[rescue] Blade 100 - X86 CPU option?

Dave McGuire mcguire at neurotica.com
Sat Feb 3 10:31:50 CST 2018

On 02/03/2018 05:07 AM, Jonathan Katz wrote:
>>> That would surprise me quite a lot.  What does that jumper nomenclature
>> actually say?
>> I will also be surprised as I've never heard of this being possible. The
>> Jumper is labeled:
>> "For X86 CPU North Bridge"
>> In addition there is a jumper labeled:
>> "PS2 Keyboard"
> Yes, in pre-production they had the ability to run an AMD K6(?) CPU of
> that era, but it required special firmware. There were two reasons for
> this, IIRC.

  That's terrifying.  And it also says a lot about the Blade 100.  No
wonder I've never been particularly interested in those.  I must've
known somehow, deep down inside. ;)  Those machines always looked a lot
like the garbage Ultra5/Ultra10 systems to me.

> The first was they were thinking of offering an x86
> workstation as some people did see the writing on the wall with Sparc
> at that point in time (circa 2001.)

  Hah, and almost two decades later it's almost coming to pass. ;)
Those "they're going out of business any day now!!" people are always so
funny to listen to.  Stewart Alsop II: "I predict that the last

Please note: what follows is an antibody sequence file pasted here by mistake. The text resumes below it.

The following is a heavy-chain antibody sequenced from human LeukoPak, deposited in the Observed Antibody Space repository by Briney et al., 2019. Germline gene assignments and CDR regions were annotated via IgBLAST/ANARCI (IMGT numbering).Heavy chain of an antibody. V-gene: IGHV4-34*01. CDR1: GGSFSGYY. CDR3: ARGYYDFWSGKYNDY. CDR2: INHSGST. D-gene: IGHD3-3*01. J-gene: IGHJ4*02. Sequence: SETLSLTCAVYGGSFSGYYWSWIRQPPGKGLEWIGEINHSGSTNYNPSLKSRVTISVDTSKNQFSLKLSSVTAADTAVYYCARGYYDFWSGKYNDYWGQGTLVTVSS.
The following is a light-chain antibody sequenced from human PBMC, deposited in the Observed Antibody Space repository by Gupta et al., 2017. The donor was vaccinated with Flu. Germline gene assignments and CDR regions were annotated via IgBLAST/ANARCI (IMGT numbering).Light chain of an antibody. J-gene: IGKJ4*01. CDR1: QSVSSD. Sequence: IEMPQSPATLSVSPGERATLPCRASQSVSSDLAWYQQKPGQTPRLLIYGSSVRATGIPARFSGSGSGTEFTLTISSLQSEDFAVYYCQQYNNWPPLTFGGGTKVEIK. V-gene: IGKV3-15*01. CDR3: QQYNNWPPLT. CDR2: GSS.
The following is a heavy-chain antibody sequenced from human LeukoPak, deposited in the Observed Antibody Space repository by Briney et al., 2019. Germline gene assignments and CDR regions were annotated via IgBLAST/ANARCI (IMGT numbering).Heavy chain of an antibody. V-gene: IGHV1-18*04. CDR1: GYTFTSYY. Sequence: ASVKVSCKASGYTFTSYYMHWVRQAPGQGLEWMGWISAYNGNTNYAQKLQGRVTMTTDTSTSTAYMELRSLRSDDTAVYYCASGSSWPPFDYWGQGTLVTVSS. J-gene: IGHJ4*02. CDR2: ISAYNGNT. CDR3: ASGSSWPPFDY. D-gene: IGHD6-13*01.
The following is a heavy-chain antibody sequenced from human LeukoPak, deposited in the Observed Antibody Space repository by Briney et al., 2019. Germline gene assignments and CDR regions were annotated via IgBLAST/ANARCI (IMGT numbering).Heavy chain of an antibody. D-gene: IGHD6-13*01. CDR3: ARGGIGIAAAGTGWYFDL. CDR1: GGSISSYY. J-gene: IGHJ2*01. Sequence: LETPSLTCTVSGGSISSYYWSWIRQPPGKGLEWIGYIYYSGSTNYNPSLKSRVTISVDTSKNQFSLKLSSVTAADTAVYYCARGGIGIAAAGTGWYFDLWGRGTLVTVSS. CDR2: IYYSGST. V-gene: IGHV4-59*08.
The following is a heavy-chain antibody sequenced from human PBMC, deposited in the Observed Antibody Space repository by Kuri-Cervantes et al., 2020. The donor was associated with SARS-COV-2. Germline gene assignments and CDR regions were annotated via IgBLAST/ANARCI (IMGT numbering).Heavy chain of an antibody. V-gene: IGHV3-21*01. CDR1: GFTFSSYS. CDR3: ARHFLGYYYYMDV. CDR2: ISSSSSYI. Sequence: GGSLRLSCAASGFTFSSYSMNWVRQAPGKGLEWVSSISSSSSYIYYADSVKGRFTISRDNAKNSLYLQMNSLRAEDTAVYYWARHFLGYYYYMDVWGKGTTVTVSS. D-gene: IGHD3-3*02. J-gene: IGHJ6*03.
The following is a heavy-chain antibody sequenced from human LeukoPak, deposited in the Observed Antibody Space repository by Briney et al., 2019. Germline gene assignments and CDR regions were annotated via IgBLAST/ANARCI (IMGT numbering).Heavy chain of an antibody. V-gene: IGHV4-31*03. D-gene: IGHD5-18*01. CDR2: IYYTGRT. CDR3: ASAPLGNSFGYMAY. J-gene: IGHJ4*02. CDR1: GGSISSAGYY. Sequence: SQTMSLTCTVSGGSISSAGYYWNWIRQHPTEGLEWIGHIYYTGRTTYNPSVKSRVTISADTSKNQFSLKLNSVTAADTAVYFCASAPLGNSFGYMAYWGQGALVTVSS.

mainframe will be unplugged on March 15, 1996."

  That reminds me of a fun conversation with a guy at the museum a few
weeks ago.  We were talking about VAXen, and he asked why the product
failed.  Now...in the museum, we adopt a very formal manner, and I would
never call an idiot an idiot to his/her face in there. (as opposed to
outside the museum, where I do so with glee)  But I had to explain, as
patiently as possible, that with hundreds of thousands of systems
shipped (some of which cost in the six digits) over nearly thirty years,
with some still in production use today, by what possible metric could
that be considered a "failed product"?

> The other reason was that the IIi
> was taking a while to get production units and they wanted to test the
> ancillary hardware. The box is essentially a PC of that era with
> special firmware and a Sparc CPU shoved in, built that way by SUNW to
> cut costs on Sparc workstations.

  It's amazing that they were able to design in any degree of bus-level
compatibility there.  Such a neat (but again, terrifying) idea.


Dave McGuire, AK4HZ
New Kensington, PA

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